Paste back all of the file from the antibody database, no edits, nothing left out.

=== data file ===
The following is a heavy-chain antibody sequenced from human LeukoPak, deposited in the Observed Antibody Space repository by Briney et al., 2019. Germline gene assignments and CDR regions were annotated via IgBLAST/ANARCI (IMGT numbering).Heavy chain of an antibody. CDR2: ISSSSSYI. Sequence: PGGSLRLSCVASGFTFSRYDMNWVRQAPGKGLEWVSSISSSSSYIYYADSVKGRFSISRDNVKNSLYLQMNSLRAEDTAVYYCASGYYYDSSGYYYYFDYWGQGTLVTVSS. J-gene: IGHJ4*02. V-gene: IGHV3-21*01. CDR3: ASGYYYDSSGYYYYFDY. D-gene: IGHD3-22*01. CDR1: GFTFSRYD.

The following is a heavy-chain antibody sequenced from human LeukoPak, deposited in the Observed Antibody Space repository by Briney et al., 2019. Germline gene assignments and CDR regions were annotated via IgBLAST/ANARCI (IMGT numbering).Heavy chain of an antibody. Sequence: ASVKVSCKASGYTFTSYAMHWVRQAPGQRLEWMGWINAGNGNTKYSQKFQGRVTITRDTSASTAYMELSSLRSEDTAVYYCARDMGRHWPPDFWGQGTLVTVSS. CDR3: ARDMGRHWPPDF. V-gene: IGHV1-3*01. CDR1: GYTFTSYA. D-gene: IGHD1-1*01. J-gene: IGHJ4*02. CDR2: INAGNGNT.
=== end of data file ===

The following is a heavy-chain antibody sequenced from human LeukoPak, deposited in the Observed Antibody Space repository by Briney et al., 2019. Germline gene assignments and CDR regions were annotated via IgBLAST/ANARCI (IMGT numbering).Heavy chain of an antibody. CDR2: ISSSSSYI. Sequence: PGGSLRLSCVASGFTFSRYDMNWVRQAPGKGLEWVSSISSSSSYIYYADSVKGRFSISRDNVKNSLYLQMNSLRAEDTAVYYCASGYYYDSSGYYYYFDYWGQGTLVTVSS. J-gene: IGHJ4*02. V-gene: IGHV3-21*01. CDR3: ASGYYYDSSGYYYYFDY. D-gene: IGHD3-22*01. CDR1: GFTFSRYD.

The following is a heavy-chain antibody sequenced from human LeukoPak, deposited in the Observed Antibody Space repository by Briney et al., 2019. Germline gene assignments and CDR regions were annotated via IgBLAST/ANARCI (IMGT numbering).Heavy chain of an antibody. Sequence: ASVKVSCKASGYTFTSYAMHWVRQAPGQRLEWMGWINAGNGNTKYSQKFQGRVTITRDTSASTAYMELSSLRSEDTAVYYCARDMGRHWPPDFWGQGTLVTVSS. CDR3: ARDMGRHWPPDF. V-gene: IGHV1-3*01. CDR1: GYTFTSYA. D-gene: IGHD1-1*01. J-gene: IGHJ4*02. CDR2: INAGNGNT.